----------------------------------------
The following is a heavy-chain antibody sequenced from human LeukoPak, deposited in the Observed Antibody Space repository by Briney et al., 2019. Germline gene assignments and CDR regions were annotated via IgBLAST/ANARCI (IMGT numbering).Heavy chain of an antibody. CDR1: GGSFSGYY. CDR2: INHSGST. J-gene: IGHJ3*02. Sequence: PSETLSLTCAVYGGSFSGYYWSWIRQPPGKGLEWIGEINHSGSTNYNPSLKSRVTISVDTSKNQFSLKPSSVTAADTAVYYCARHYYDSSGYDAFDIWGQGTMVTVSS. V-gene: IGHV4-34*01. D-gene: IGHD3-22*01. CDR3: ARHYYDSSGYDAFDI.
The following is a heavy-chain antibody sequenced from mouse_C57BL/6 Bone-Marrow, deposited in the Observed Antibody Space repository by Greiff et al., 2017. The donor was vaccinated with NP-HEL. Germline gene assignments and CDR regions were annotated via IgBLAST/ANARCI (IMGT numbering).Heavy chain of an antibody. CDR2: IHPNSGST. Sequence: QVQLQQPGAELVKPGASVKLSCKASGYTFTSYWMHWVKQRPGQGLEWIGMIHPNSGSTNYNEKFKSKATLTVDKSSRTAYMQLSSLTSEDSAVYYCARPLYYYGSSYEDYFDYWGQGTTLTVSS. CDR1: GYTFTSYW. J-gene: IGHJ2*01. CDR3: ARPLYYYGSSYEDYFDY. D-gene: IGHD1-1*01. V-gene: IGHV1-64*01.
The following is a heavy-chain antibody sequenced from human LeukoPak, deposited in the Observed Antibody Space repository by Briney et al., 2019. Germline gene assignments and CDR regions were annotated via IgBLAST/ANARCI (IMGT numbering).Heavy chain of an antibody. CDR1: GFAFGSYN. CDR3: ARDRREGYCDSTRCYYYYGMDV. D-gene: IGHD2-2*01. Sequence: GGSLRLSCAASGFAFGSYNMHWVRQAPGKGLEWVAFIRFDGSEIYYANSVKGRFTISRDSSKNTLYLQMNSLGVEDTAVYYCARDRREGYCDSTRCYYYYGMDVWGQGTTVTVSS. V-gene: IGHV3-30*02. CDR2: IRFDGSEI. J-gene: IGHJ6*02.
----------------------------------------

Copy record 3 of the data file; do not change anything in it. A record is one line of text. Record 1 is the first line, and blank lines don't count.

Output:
The following is a heavy-chain antibody sequenced from human LeukoPak, deposited in the Observed Antibody Space repository by Briney et al., 2019. Germline gene assignments and CDR regions were annotated via IgBLAST/ANARCI (IMGT numbering).Heavy chain of an antibody. CDR1: GFAFGSYN. CDR3: ARDRREGYCDSTRCYYYYGMDV. D-gene: IGHD2-2*01. Sequence: GGSLRLSCAASGFAFGSYNMHWVRQAPGKGLEWVAFIRFDGSEIYYANSVKGRFTISRDSSKNTLYLQMNSLGVEDTAVYYCARDRREGYCDSTRCYYYYGMDVWGQGTTVTVSS. V-gene: IGHV3-30*02. CDR2: IRFDGSEI. J-gene: IGHJ6*02.